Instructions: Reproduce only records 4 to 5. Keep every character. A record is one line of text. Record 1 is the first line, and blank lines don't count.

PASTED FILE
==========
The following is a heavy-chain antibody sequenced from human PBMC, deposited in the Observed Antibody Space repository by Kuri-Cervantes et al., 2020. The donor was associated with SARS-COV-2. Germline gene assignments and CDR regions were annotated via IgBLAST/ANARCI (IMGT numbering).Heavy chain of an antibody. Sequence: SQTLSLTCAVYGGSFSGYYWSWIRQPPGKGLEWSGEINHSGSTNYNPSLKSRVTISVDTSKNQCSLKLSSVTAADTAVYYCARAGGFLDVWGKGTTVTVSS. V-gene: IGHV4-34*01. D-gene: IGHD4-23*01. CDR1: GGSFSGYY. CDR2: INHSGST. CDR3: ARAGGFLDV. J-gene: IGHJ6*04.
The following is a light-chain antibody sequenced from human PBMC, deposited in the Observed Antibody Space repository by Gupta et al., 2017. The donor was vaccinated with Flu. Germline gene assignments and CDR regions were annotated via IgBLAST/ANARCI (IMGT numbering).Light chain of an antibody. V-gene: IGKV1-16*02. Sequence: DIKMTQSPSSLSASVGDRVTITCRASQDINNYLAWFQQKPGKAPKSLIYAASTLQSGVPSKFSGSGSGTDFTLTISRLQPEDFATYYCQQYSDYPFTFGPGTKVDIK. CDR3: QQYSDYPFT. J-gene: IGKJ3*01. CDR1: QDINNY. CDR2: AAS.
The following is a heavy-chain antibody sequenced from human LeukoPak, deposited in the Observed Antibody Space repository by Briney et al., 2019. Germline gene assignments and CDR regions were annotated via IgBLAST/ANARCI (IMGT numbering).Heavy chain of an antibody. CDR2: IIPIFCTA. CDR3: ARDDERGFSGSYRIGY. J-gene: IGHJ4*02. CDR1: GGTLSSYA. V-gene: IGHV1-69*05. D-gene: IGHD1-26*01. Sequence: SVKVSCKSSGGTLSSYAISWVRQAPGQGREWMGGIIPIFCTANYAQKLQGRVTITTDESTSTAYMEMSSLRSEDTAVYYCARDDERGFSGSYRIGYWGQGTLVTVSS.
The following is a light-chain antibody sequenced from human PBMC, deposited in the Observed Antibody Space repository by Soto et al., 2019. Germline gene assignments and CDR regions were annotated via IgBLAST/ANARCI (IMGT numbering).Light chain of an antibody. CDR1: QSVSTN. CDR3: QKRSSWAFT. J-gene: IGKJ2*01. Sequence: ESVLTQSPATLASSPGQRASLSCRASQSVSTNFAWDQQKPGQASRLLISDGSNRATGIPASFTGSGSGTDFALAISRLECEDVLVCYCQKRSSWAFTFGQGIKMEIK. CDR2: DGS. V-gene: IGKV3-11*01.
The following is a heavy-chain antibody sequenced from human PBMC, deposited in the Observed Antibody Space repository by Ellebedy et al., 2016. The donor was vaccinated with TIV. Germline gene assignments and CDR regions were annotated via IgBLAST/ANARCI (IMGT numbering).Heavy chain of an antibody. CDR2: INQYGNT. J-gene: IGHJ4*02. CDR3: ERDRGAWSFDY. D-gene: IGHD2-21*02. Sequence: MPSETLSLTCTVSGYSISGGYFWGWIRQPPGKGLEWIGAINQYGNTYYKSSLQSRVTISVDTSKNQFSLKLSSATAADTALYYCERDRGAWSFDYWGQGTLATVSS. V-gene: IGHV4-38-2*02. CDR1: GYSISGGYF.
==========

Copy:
The following is a light-chain antibody sequenced from human PBMC, deposited in the Observed Antibody Space repository by Soto et al., 2019. Germline gene assignments and CDR regions were annotated via IgBLAST/ANARCI (IMGT numbering).Light chain of an antibody. CDR1: QSVSTN. CDR3: QKRSSWAFT. J-gene: IGKJ2*01. Sequence: ESVLTQSPATLASSPGQRASLSCRASQSVSTNFAWDQQKPGQASRLLISDGSNRATGIPASFTGSGSGTDFALAISRLECEDVLVCYCQKRSSWAFTFGQGIKMEIK. CDR2: DGS. V-gene: IGKV3-11*01.
The following is a heavy-chain antibody sequenced from human PBMC, deposited in the Observed Antibody Space repository by Ellebedy et al., 2016. The donor was vaccinated with TIV. Germline gene assignments and CDR regions were annotated via IgBLAST/ANARCI (IMGT numbering).Heavy chain of an antibody. CDR2: INQYGNT. J-gene: IGHJ4*02. CDR3: ERDRGAWSFDY. D-gene: IGHD2-21*02. Sequence: MPSETLSLTCTVSGYSISGGYFWGWIRQPPGKGLEWIGAINQYGNTYYKSSLQSRVTISVDTSKNQFSLKLSSATAADTALYYCERDRGAWSFDYWGQGTLATVSS. V-gene: IGHV4-38-2*02. CDR1: GYSISGGYF.